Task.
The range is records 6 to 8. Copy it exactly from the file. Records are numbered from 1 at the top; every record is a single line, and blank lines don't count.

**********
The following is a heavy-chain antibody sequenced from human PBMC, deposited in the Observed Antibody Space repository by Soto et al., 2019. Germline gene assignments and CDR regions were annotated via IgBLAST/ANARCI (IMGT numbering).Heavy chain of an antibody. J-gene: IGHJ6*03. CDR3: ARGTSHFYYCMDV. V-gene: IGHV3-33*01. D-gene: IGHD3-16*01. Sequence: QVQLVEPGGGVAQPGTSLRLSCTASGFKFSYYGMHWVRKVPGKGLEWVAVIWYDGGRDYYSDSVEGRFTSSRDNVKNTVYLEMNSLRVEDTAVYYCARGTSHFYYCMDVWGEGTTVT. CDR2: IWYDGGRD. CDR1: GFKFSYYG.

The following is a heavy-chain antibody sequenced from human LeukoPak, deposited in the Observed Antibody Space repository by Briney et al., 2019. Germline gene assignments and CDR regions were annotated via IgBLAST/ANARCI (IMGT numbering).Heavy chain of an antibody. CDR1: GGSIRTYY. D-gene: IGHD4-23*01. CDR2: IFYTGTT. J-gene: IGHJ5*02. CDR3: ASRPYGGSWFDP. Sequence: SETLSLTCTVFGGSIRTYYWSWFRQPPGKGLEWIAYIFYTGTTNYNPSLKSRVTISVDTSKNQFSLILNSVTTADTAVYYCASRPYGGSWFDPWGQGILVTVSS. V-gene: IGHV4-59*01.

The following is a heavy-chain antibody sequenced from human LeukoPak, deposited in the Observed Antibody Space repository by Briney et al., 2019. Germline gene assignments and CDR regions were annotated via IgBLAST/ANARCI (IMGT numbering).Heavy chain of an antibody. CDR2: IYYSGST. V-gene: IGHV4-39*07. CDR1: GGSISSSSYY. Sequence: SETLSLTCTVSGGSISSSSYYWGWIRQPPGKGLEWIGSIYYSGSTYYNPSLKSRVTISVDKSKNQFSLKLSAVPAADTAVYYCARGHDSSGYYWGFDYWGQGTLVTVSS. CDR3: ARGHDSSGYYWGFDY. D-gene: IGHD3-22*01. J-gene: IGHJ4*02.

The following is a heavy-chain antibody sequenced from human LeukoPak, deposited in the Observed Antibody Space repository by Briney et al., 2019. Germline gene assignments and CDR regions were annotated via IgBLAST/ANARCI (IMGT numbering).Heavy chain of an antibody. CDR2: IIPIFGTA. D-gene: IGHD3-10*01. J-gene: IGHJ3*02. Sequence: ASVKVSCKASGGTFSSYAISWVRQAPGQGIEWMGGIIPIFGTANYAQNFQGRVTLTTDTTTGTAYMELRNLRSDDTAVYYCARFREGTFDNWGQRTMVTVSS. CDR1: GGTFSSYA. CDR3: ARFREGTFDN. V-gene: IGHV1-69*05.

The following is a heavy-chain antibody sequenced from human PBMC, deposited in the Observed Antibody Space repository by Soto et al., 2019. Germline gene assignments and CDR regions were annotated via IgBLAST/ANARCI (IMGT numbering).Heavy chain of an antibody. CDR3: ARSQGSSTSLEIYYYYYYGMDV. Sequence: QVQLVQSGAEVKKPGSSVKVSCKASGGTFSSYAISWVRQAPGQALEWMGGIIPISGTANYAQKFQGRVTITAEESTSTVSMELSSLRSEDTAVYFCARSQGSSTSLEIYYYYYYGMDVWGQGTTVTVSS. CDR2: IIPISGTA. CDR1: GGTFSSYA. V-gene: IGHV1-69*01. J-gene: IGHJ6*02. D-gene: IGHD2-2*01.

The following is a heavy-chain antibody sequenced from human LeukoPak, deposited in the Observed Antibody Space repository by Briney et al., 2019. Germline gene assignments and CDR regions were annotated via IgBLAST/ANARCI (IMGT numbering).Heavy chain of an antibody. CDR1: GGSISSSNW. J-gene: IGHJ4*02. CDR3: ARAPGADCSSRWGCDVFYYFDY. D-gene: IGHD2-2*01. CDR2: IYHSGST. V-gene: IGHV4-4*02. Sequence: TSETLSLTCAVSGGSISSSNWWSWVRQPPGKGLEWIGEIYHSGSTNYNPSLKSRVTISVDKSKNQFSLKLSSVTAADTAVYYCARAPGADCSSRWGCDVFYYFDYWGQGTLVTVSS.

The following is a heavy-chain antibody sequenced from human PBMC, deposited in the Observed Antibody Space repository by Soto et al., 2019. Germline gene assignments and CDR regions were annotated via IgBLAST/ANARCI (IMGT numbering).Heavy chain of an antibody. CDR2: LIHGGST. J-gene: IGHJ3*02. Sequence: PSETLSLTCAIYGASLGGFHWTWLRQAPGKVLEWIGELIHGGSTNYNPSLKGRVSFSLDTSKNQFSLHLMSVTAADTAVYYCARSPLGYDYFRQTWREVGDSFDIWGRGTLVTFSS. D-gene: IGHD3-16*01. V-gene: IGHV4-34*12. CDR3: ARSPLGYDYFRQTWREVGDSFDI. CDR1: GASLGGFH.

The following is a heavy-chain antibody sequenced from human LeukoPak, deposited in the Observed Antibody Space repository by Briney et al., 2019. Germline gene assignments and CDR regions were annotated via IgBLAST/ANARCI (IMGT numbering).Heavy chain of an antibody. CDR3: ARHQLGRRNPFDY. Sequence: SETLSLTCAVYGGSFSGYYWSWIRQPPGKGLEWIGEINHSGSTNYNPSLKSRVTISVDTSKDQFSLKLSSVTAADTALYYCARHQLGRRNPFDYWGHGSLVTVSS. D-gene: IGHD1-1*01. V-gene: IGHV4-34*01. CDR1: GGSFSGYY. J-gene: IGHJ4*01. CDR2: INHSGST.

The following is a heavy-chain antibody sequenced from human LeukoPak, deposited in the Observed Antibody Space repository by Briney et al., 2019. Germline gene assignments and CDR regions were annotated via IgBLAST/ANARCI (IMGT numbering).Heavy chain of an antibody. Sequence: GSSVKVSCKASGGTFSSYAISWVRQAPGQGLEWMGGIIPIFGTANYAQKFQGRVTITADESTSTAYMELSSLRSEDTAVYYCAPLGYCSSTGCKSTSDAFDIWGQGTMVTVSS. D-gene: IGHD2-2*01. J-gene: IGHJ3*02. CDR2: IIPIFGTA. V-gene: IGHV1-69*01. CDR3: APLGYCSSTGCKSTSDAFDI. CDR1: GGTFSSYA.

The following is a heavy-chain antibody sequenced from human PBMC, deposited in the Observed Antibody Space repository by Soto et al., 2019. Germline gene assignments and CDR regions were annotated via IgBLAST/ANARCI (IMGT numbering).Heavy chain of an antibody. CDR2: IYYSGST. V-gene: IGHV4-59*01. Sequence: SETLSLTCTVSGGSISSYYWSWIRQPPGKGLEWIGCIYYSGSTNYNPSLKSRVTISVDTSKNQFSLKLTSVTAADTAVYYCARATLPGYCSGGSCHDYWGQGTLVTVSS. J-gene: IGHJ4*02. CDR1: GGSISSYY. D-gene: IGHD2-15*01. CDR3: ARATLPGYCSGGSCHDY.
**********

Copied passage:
The following is a heavy-chain antibody sequenced from human LeukoPak, deposited in the Observed Antibody Space repository by Briney et al., 2019. Germline gene assignments and CDR regions were annotated via IgBLAST/ANARCI (IMGT numbering).Heavy chain of an antibody. CDR1: GGSISSSNW. J-gene: IGHJ4*02. CDR3: ARAPGADCSSRWGCDVFYYFDY. D-gene: IGHD2-2*01. CDR2: IYHSGST. V-gene: IGHV4-4*02. Sequence: TSETLSLTCAVSGGSISSSNWWSWVRQPPGKGLEWIGEIYHSGSTNYNPSLKSRVTISVDKSKNQFSLKLSSVTAADTAVYYCARAPGADCSSRWGCDVFYYFDYWGQGTLVTVSS.

The following is a heavy-chain antibody sequenced from human PBMC, deposited in the Observed Antibody Space repository by Soto et al., 2019. Germline gene assignments and CDR regions were annotated via IgBLAST/ANARCI (IMGT numbering).Heavy chain of an antibody. CDR2: LIHGGST. J-gene: IGHJ3*02. Sequence: PSETLSLTCAIYGASLGGFHWTWLRQAPGKVLEWIGELIHGGSTNYNPSLKGRVSFSLDTSKNQFSLHLMSVTAADTAVYYCARSPLGYDYFRQTWREVGDSFDIWGRGTLVTFSS. D-gene: IGHD3-16*01. V-gene: IGHV4-34*12. CDR3: ARSPLGYDYFRQTWREVGDSFDI. CDR1: GASLGGFH.

The following is a heavy-chain antibody sequenced from human LeukoPak, deposited in the Observed Antibody Space repository by Briney et al., 2019. Germline gene assignments and CDR regions were annotated via IgBLAST/ANARCI (IMGT numbering).Heavy chain of an antibody. CDR3: ARHQLGRRNPFDY. Sequence: SETLSLTCAVYGGSFSGYYWSWIRQPPGKGLEWIGEINHSGSTNYNPSLKSRVTISVDTSKDQFSLKLSSVTAADTALYYCARHQLGRRNPFDYWGHGSLVTVSS. D-gene: IGHD1-1*01. V-gene: IGHV4-34*01. CDR1: GGSFSGYY. J-gene: IGHJ4*01. CDR2: INHSGST.